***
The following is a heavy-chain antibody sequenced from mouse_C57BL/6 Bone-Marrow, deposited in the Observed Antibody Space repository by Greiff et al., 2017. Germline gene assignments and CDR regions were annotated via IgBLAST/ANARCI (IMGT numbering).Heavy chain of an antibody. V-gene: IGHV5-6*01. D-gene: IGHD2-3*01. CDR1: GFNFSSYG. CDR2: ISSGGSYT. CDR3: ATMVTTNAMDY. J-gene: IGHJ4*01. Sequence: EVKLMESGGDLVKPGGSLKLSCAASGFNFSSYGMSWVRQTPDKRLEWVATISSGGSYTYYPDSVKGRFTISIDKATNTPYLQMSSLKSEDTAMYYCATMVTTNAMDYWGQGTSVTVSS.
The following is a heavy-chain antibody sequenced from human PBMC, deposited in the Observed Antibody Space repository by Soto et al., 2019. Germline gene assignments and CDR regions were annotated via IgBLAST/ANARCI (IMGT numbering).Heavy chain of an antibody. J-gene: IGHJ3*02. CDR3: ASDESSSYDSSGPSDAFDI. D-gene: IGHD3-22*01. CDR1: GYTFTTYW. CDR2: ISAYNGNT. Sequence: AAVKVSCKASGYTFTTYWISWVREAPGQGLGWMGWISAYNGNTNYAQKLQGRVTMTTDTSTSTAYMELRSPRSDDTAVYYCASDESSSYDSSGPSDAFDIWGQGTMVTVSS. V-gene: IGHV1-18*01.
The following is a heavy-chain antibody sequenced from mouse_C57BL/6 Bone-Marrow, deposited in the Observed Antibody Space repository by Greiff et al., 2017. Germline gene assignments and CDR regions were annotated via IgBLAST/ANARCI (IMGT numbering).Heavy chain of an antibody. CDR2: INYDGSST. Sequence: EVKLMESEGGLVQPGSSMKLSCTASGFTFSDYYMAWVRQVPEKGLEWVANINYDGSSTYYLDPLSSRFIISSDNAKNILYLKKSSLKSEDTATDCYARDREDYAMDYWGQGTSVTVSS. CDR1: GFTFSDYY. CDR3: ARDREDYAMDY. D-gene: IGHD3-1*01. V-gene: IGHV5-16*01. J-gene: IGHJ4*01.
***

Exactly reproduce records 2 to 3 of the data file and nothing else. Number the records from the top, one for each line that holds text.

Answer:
The following is a heavy-chain antibody sequenced from human PBMC, deposited in the Observed Antibody Space repository by Soto et al., 2019. Germline gene assignments and CDR regions were annotated via IgBLAST/ANARCI (IMGT numbering).Heavy chain of an antibody. J-gene: IGHJ3*02. CDR3: ASDESSSYDSSGPSDAFDI. D-gene: IGHD3-22*01. CDR1: GYTFTTYW. CDR2: ISAYNGNT. Sequence: AAVKVSCKASGYTFTTYWISWVREAPGQGLGWMGWISAYNGNTNYAQKLQGRVTMTTDTSTSTAYMELRSPRSDDTAVYYCASDESSSYDSSGPSDAFDIWGQGTMVTVSS. V-gene: IGHV1-18*01.
The following is a heavy-chain antibody sequenced from mouse_C57BL/6 Bone-Marrow, deposited in the Observed Antibody Space repository by Greiff et al., 2017. Germline gene assignments and CDR regions were annotated via IgBLAST/ANARCI (IMGT numbering).Heavy chain of an antibody. CDR2: INYDGSST. Sequence: EVKLMESEGGLVQPGSSMKLSCTASGFTFSDYYMAWVRQVPEKGLEWVANINYDGSSTYYLDPLSSRFIISSDNAKNILYLKKSSLKSEDTATDCYARDREDYAMDYWGQGTSVTVSS. CDR1: GFTFSDYY. CDR3: ARDREDYAMDY. D-gene: IGHD3-1*01. V-gene: IGHV5-16*01. J-gene: IGHJ4*01.